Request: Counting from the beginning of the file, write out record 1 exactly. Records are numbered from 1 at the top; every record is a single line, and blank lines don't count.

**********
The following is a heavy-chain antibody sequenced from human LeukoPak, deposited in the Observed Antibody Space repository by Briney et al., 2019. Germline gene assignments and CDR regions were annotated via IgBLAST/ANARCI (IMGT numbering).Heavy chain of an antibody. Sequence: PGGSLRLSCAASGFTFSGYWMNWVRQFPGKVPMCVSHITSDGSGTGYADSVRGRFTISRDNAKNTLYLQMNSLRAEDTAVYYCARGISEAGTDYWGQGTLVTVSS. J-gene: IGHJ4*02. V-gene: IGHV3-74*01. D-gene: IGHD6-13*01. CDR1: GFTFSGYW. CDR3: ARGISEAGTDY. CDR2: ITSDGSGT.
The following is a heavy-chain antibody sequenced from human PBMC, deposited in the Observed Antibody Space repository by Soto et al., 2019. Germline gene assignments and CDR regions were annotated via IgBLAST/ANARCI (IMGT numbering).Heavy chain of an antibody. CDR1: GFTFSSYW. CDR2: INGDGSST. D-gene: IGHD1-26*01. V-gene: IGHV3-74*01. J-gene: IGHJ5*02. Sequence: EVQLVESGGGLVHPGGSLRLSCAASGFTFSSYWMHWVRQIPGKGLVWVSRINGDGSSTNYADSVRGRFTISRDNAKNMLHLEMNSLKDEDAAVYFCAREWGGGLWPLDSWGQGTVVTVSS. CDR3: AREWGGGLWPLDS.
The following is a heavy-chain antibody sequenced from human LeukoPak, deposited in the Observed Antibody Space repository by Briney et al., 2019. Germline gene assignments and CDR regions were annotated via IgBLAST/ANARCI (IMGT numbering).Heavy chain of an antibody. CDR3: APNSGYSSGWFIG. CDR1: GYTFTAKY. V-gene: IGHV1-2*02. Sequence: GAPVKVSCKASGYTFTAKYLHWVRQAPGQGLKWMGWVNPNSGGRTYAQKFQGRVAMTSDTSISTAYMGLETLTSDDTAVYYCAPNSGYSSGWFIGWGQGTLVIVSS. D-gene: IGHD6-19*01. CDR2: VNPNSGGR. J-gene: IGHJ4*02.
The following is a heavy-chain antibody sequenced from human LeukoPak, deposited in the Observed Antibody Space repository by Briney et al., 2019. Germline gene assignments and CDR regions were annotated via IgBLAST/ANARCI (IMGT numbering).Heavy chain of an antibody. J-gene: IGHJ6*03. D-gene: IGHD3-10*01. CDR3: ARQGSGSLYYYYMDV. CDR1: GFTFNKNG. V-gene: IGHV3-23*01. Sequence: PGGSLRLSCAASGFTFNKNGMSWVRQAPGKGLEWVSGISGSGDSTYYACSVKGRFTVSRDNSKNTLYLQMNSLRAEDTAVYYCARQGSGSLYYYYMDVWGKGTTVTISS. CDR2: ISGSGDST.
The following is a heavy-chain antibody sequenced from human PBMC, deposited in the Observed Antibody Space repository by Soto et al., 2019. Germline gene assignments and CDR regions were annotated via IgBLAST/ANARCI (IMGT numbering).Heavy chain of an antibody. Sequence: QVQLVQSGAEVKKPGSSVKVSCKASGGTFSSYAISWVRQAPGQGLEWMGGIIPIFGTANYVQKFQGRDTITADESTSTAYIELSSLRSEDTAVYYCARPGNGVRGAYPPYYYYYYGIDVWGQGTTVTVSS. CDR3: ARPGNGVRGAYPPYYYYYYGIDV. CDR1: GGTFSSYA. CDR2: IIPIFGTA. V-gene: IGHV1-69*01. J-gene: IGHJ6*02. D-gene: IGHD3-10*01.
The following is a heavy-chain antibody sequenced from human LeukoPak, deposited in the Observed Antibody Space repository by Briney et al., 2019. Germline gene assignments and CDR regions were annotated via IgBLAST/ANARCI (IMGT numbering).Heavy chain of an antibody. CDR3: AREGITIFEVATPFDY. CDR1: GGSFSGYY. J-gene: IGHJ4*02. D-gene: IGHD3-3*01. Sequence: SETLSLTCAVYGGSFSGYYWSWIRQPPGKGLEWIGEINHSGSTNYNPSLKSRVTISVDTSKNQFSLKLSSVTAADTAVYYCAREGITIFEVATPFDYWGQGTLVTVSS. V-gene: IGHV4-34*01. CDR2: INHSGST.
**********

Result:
The following is a heavy-chain antibody sequenced from human LeukoPak, deposited in the Observed Antibody Space repository by Briney et al., 2019. Germline gene assignments and CDR regions were annotated via IgBLAST/ANARCI (IMGT numbering).Heavy chain of an antibody. Sequence: PGGSLRLSCAASGFTFSGYWMNWVRQFPGKVPMCVSHITSDGSGTGYADSVRGRFTISRDNAKNTLYLQMNSLRAEDTAVYYCARGISEAGTDYWGQGTLVTVSS. J-gene: IGHJ4*02. V-gene: IGHV3-74*01. D-gene: IGHD6-13*01. CDR1: GFTFSGYW. CDR3: ARGISEAGTDY. CDR2: ITSDGSGT.